The arms can swing spontaneously back and forth (rather than your elbow joint). It would help if you bent the elbow at a 90-degree angle. Your palm can nearly graze your hip when it travels back and forth in the correct way.
It would be best if you kept your hands as calm as possible. You should cup your hands softly or relax them; however, clenching them into fists can create discomfort in your wrists, shoulders, and neck.
The way your foot strikes the pavement is referred to as the footstrike. Your foot will approach the road in a variety of ways. You could fall on your heel, the middle of your foot, your toes, or your forefoot (front of the foot).
You may have noticed that you are a toe or heel racer if you fall on your toes and feel tight calves as a result. Shin pain is also a possibility.
You are a heel striker if you fall on your heels. This could indicate that you’re overstriding or taking slower actions than necessary. This can be inefficient and even dangerous.
Many coaches recommend landing in the center of your foot and then rolling around to the front of your toes. You may want to try out this type to see how it feels.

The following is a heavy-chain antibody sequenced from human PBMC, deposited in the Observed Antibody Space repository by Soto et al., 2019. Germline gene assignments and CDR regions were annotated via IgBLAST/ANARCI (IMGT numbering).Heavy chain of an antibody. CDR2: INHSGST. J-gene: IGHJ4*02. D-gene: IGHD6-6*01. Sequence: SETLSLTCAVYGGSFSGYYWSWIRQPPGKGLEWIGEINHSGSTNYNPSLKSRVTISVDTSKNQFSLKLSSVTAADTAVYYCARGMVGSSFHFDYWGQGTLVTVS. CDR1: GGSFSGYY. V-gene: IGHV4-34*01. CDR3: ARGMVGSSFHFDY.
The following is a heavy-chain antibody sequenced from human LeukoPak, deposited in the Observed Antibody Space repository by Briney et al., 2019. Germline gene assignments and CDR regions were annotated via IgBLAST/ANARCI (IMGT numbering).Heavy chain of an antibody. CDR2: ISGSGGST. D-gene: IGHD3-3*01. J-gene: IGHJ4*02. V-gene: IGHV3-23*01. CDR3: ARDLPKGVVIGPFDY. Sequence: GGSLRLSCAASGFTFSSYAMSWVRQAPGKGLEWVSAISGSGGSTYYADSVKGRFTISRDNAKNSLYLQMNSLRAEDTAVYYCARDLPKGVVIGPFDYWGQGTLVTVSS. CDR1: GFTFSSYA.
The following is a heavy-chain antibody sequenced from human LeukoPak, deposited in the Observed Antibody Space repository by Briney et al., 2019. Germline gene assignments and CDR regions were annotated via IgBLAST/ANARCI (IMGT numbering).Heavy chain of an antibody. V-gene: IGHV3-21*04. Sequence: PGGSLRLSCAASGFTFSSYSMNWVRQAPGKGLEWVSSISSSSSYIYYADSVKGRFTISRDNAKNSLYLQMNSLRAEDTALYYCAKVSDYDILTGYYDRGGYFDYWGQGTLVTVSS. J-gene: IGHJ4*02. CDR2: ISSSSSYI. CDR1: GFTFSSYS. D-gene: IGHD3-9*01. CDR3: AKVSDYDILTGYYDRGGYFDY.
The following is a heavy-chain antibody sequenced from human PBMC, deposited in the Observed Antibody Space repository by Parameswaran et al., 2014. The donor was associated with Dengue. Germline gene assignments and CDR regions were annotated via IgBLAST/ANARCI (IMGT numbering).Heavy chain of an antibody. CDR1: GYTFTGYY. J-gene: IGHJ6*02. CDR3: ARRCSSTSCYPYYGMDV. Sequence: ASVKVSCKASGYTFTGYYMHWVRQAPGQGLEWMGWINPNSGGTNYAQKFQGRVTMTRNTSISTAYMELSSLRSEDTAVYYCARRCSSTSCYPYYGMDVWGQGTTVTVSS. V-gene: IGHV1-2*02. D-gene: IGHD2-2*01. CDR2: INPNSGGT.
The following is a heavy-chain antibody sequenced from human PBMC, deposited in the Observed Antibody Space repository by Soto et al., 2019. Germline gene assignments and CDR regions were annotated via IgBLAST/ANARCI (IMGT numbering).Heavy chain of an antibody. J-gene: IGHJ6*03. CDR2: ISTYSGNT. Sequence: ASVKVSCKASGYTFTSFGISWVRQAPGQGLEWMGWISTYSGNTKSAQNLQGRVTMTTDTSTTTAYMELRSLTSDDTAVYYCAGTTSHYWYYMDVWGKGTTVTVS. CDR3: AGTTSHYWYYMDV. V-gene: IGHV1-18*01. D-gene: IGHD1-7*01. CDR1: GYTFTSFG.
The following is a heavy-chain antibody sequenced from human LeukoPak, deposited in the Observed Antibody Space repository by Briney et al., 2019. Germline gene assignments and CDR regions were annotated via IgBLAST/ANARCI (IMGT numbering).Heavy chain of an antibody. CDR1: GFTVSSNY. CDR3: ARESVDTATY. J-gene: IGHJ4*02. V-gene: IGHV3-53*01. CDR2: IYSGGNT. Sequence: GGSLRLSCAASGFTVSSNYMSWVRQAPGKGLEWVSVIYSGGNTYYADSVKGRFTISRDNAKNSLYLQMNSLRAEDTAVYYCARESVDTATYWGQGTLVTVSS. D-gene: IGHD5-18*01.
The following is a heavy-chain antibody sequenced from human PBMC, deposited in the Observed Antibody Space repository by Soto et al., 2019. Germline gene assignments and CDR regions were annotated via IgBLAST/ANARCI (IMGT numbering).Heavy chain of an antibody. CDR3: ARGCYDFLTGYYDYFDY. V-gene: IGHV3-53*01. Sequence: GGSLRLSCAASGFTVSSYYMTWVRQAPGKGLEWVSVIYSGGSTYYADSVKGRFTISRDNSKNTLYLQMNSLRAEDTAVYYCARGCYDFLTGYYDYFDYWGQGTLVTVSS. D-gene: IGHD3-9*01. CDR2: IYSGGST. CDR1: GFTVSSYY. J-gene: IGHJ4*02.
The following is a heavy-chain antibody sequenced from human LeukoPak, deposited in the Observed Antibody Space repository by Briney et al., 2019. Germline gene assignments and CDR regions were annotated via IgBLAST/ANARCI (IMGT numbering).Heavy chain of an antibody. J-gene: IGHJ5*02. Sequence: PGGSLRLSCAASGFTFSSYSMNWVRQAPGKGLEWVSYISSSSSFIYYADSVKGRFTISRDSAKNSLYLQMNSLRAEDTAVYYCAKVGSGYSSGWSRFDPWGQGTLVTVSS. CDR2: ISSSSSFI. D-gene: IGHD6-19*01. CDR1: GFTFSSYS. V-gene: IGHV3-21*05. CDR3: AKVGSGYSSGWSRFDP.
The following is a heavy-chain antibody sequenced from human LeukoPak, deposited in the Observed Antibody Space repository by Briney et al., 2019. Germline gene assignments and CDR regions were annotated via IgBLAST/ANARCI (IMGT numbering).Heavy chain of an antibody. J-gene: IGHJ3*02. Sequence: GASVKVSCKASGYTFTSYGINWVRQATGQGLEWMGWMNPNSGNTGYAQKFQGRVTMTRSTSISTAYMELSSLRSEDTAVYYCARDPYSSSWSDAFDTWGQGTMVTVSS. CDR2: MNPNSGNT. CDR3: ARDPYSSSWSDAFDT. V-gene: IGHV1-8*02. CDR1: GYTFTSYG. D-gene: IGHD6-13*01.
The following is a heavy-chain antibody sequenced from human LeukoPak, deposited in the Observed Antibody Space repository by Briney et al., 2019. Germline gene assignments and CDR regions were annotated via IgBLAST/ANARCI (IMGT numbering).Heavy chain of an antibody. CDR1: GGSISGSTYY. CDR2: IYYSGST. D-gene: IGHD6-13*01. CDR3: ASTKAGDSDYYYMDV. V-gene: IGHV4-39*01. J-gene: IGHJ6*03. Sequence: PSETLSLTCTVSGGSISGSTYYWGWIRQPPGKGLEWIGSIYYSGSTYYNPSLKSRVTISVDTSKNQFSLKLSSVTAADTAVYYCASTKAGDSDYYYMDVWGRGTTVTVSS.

If you’re a natural toe racer or heel striker, though, it’s probably best not to change your stride. According to some reports, pushing yourself to run on your mid- or forefoot does not increase running economy, eliminates an impact at the foot-ground touch, or reduces the risk of running-related accidents.
Hydration and Nutrition
You’ll soon discover that what you eat and how well you keep hydrated will make or break your runs.
Hydration is Important.
If it’s cold or hot outside, you’ll lose water by sweat, so drink before, after, and after your walks. When you’re racing, keep an eye on your thirst level and drink when you’re thirsty.
If you’re looking for a general rule of thumb for fluid intake during your workouts, you should consume four to six ounces of fluid every 20 minutes. Drink six to eight ounces per 20 minutes if you’re going more than eight minutes a mile.
For longer runs or competitions, below are several basic hydration suggestions:
- Several days before a long run or race, begin hydrating. You don’t have to drink sports drinks to stay hydrated; the pure water will suffice.
- Drink 16 ounces of water or other non-caffeinated substance an hour before you begin your race.
- You’ll have to bring your fluids if you don’t have access to water on your running roads. Check out some fluid carriers to keep your fluids in when you’re running. If you’re running a marathon, though, you shouldn’t need to bring your water because there should be water stops along the route.
- For longer exercises (90 minutes or more), a sports drink (such as Gatorade) can be used with fluid consumption to offset missing sodium and other minerals (electrolytes). The carbs and electrolytes in the sports drink also aid in the faster absorption of fluids.